Exotic pets can present unique challenges to veterinarians and may require highly specific knowledge and equipment to help manage their health.
If you have an exotic pet that needs help, please contact us. Through discussion with our veterinarians, we can decide how to help you best.
We are always able to see rabbits, ferrets and rodents. For all other species, including other mammal species, we recommend calling ahead with your questions.
Our vets can see many exotic species depending on their needs. You may be referred to another veterinarian or clinic with more specific knowledge of the species you have.
Wildlife cases can also be brought to our hospital if they are injured or suffering. We will arrange for a rehabilitation centre to take care of them if it is appropriate to do so.
A note on rabbits:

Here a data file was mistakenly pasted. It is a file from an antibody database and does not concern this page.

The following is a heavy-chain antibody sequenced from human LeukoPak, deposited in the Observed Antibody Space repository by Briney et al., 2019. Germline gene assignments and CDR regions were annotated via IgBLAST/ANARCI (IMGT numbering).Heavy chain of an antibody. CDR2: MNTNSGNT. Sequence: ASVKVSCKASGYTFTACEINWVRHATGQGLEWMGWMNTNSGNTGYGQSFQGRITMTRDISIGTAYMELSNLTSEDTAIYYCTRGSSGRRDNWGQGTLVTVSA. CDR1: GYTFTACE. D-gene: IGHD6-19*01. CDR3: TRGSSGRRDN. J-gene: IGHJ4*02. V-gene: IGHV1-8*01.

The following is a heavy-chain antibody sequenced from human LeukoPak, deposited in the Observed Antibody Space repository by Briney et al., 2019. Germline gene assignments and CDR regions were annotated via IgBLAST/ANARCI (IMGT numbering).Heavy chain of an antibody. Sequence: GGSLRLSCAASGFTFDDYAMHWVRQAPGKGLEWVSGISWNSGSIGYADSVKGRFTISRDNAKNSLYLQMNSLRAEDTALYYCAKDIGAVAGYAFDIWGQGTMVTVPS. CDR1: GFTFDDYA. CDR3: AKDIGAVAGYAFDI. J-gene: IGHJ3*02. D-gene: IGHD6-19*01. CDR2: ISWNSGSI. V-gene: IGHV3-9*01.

Wild rabbits are commonly found around Vancouver Island, particularly in the Nanaimo, Ladysmith, and Duncan areas. Clearly injured animals should be brought to our hospital or should be seen by the local SPCA or Animal Control services. Baby rabbits are found in many people’s yards and are often hidden by the mother to keep them safe. If these rabbits are disturbed or taken away from the area, there is a high likelihood they will not survive. The babies shouldn’t be moved unless there is clear evidence that they are injured or suffering. If you are unsure about what to do, please give us a call at 250.933.0913 or phone your local SPCA service before bringing the rabbit into the hospital.
Additionally, there has recently been an outbreak of the highly contagious and fatal Rabbit Haemorrhagic Disease Virus (RHVD) on Vancouver Island. Due to this outbreak, we are treating all rabbits brought into the hospital in isolation. Owners of pet rabbits on the island should avoid any contact with wild rabbits and any areas where wild rabbits frequent. The SPCA has prepared a useful ‘Rabbit Hemorrhagic Disease Information Sheet – for Pet Rabbit Guardians’. Please contact us, the SPCA, or your regular veterinarian if you have any questions about this disease.